•As a Minnesota Twins rookie in 1967, Rod Carew found it rather difficult rooming with Earl Battey. Battey would get, in the words of Carew, "tied up" with a woman at all kinds of strange hours. "He'd ask me to leave the room at 7 in the morning, and I'd have to go sit in the lobby," Carew reports. "All dressed up at 7 a.m. People would think I was just getting in." Worse, Battey didn't even try to fix Carew up.
•A New York Jet coach making bed checks during a road trip in 1970 walked into a rookie's room, saw him in bed and marked his name down. "I'm here, too, Coach" came a different voice from the same bed. It belonged to Wide Receiver Eddie Bell, who had been assigned with Running Back Clifford McClain to the same one-bed room. They were rookies who didn't want to make trouble and figured that was the way it was in the pros.
•Joe Moeller, who was a member of the Koufax-Drysdale Dodger pitching staff for five years, used to stand in front of a full-length mirror and practice his delivery by throwing a baseball full speed against a mattress propped up against the wall of his hotel room. One night, one of his throws hit the corner of the mattress and took a strange bounce into the lamp beside roommate Dick Tracewski's bed. It shattered the lamp and just missed Tracewski's head. Obviously Moeller should have roomed with Cousy.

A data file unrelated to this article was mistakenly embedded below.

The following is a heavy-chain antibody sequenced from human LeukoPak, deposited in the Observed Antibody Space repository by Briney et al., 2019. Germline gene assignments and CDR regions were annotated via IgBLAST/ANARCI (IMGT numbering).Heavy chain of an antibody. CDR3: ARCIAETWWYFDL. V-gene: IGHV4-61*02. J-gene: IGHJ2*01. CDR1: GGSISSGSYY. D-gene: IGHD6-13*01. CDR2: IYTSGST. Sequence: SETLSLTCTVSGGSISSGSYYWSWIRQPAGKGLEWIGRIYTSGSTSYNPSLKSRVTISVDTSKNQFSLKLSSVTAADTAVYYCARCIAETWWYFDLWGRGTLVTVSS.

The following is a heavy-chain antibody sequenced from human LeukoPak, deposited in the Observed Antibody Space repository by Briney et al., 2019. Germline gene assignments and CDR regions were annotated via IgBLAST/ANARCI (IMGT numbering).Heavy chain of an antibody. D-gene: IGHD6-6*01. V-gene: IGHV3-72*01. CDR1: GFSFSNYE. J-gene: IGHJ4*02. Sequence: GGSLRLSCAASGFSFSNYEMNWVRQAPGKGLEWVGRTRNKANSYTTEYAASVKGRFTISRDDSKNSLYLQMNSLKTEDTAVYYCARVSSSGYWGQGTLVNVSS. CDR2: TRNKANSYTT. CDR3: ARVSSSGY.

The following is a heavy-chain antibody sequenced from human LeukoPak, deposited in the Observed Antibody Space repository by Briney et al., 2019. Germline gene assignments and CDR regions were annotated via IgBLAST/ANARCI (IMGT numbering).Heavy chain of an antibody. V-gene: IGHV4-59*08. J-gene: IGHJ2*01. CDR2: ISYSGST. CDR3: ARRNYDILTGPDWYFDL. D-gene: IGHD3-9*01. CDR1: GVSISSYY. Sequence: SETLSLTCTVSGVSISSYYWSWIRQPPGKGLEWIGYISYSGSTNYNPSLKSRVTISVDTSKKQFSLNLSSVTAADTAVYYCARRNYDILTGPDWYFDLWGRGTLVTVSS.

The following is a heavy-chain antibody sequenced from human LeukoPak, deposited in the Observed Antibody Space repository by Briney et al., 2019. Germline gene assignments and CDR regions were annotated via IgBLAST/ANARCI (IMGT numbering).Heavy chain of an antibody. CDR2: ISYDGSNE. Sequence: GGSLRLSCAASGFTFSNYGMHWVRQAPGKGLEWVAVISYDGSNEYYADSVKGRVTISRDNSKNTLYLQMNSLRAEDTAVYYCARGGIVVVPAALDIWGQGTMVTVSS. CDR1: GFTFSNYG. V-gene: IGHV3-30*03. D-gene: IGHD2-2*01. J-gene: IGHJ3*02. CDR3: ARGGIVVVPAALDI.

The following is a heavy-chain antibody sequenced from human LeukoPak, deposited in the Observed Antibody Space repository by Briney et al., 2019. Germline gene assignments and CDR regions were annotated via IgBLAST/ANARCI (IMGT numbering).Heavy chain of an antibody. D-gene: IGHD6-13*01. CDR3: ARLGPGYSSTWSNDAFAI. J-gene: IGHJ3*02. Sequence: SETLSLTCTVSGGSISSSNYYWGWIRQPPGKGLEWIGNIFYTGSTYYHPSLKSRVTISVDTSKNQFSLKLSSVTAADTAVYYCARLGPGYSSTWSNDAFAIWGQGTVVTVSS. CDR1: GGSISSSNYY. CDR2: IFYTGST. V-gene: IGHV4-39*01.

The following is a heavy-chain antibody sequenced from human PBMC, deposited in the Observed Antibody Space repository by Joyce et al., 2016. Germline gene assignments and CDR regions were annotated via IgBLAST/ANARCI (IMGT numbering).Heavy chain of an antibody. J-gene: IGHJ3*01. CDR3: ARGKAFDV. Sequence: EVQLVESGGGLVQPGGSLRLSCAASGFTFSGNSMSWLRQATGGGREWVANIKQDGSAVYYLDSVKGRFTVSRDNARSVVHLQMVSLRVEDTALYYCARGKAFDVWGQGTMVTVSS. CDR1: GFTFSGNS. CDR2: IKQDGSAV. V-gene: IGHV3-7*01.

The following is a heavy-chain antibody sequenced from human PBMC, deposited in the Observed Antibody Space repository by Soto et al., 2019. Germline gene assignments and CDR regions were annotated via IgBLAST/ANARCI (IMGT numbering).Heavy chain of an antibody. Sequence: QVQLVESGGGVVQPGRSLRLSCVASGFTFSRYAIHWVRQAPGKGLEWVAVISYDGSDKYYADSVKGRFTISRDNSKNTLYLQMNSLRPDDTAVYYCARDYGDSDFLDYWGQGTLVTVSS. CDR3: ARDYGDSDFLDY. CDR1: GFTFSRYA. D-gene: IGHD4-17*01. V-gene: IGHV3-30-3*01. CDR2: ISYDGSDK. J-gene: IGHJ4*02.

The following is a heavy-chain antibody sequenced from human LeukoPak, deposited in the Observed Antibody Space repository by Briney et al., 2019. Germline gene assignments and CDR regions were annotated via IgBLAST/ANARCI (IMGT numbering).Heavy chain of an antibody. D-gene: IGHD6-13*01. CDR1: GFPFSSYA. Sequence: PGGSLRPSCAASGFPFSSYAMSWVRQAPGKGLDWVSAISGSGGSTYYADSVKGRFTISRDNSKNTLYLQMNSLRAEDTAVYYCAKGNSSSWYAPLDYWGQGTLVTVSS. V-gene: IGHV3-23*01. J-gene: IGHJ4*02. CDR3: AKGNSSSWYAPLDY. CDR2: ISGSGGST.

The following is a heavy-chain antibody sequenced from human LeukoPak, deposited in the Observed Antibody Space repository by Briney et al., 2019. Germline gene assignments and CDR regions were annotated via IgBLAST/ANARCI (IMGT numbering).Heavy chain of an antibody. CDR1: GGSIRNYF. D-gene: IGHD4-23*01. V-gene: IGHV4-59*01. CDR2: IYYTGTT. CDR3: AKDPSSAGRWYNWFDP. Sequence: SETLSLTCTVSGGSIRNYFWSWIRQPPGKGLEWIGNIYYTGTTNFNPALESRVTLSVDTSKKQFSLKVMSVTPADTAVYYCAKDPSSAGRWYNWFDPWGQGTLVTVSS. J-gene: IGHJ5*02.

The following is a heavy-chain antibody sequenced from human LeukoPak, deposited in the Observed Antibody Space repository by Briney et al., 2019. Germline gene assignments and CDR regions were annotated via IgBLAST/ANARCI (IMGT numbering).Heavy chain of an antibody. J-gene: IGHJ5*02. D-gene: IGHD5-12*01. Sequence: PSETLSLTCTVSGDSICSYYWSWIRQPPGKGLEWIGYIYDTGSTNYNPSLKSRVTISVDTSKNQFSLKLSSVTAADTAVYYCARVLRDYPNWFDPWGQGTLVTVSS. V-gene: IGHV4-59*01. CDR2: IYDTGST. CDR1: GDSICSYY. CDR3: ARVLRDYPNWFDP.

•An unmarried roommate is invaluable. When George Allen was coaching the Rams, he would often call a player's wife if he saw that player with a woman—which is why Dick Bass would be seen in public with two women on his arm, one for him and one for his roommate.
•NBC Broadcaster and former Bengal Tight End Bob Trumpy remembers a game called Human Billiards that he used to play with his roommate, Center Bob Johnson. It involved one player banking a rubber ball off at least two walls to strike the other player. One night at 2 a.m. they were making such a racket that Assistant Coach Chuck Studley came to find out what was going on. After they explained the game to him, Studley hung around for another half hour, coaching them on technique.
My roomy blows in about nine and got the letter from John out of his box. He was goin' to tear it up, but I told him they was news in it....
He had kind o' crazy look in his eyes; so when he starts up to the room I follows him.
"What are you goin' to do now?" I says.
"I'm going to sell this ticket to Atlanta, " he says, "and go back to Muskegon, where I belong."
RACE AND THE ART OF ROOMING